NEW YORK (AdAge.com) -- CVS is launching reviews of its creative and media accounts in order to adapt to a changing business landscape and its own growth.
CVS said that it has a number of agencies supporting its creative and media business, including Hill Holliday, Standard Time and Conill. Hill Holliday also handles the retailers' media account, with support from iCrossing. Pile & Company is conducting both reviews.
Rob Price, senior VP-marketing and advertising for CVS Caremark, said that current agencies have been invited to participate in the review. Hill Holliday is expected to defend, according to executives familiar with the matter. A Hill Holliday spokesman would not comment on the matter.
An executive with knowledge of the review said the reviews will be conducted separately but "in similar time frames." The media portion, which will cover traditional and digital planning and buying duties, is in the initial stages and the creative will follow shortly thereafter. CVS is looking to wrap the media review by late March.
The last time the retailer held a review was eight years ago, according to Mr. Price. Since then, he said, the company has changed significantly, with revenues and store count doubling. The company has also shifted from a regional drug store to a national health-care player.
"Right now, our momentum and projected growth demand a more powerful and integrated media and creative strategy," he said. "The industry has evolved over the past eight years with new and innovative advertising tools and techniques. The consumer is more informed and involved in their health-care decisions than ever before and, as a result, media consumption has changed. Also, the retail landscape has changed significantly with the consolidation of competitors within our class of trade and the expansion of competition outside of our class of trade."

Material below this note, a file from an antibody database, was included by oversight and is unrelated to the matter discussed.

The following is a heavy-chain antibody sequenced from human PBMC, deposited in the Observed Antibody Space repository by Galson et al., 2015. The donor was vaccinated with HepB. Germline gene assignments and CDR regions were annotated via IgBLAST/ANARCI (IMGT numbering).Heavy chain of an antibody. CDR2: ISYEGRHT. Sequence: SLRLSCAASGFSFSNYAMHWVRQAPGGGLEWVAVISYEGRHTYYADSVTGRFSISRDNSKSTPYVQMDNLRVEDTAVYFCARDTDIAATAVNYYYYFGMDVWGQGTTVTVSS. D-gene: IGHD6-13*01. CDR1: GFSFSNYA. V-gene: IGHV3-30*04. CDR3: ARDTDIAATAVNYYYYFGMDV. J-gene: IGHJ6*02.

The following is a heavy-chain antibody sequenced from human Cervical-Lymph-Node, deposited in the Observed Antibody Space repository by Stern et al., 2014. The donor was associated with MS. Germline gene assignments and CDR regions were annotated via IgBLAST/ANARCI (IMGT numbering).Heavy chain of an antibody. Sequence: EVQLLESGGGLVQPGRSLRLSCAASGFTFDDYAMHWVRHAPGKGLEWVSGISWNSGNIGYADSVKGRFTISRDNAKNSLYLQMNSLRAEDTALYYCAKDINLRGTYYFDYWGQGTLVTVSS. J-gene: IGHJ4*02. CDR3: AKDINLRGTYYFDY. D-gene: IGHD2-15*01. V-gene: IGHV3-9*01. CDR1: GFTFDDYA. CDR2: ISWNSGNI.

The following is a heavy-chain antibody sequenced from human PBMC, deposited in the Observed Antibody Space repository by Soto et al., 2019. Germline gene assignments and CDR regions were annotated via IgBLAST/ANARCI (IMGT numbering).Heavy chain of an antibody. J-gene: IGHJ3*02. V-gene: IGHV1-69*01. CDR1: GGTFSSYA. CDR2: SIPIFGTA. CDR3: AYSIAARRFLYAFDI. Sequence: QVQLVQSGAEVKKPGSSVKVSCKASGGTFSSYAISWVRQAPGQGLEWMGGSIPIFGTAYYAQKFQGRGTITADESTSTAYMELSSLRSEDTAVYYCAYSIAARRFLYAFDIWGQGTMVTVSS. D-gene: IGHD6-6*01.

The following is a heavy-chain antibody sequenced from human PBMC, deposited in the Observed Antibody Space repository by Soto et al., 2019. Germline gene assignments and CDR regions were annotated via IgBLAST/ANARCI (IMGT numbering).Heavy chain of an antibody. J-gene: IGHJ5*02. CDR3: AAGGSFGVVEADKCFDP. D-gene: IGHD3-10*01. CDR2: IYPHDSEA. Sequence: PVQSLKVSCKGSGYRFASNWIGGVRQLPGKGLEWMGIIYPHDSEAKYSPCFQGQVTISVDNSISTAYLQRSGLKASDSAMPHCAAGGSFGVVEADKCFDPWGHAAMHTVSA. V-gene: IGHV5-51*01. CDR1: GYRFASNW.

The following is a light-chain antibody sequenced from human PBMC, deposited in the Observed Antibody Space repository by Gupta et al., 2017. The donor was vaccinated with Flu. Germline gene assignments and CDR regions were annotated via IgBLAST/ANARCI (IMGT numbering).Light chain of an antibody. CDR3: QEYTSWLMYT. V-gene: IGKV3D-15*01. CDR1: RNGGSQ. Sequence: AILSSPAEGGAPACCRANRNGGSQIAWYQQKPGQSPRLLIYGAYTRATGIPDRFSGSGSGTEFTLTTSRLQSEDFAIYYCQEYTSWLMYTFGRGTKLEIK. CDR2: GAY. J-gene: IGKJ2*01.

The retailer spent $143 million on measured media in 2008 and $92 million on measured media in the first three quarters of last year, according to TNS Media Intelligence. The company has said those figures don't encompass the advertising costs associated with its massive ExtraCare loyalty program. That program includes more than 50 million cardholders and includes targeted marketing efforts, such as promotional offers at the register and coupons via e-mail and direct mail.
The chain, which counts more than 7,000 retail stores and has $87 billion in annual revenue, has performed better than its peers throughout the recession. In November, for example, it reported that same-stores sales for the quarter had risen 6%. Walgreens has posted low- to mid-single-digit same-store sales increases over the past few quarters. Duane Reade's same-store sales have been flat to up by low single digits and Rite Aid has seen declining same-store sales.
Contributing: Rupal Parekh